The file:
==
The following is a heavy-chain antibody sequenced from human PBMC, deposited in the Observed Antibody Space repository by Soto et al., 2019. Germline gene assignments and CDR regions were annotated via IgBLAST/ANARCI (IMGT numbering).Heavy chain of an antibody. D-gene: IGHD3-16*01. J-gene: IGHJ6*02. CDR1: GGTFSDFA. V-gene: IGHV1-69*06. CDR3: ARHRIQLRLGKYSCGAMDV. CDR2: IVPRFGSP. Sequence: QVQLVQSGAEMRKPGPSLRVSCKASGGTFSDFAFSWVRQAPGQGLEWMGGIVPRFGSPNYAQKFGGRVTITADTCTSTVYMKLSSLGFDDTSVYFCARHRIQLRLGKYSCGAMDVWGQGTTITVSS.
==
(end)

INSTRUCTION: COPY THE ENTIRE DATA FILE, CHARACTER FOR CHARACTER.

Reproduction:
The following is a heavy-chain antibody sequenced from human PBMC, deposited in the Observed Antibody Space repository by Soto et al., 2019. Germline gene assignments and CDR regions were annotated via IgBLAST/ANARCI (IMGT numbering).Heavy chain of an antibody. D-gene: IGHD3-16*01. J-gene: IGHJ6*02. CDR1: GGTFSDFA. V-gene: IGHV1-69*06. CDR3: ARHRIQLRLGKYSCGAMDV. CDR2: IVPRFGSP. Sequence: QVQLVQSGAEMRKPGPSLRVSCKASGGTFSDFAFSWVRQAPGQGLEWMGGIVPRFGSPNYAQKFGGRVTITADTCTSTVYMKLSSLGFDDTSVYFCARHRIQLRLGKYSCGAMDVWGQGTTITVSS.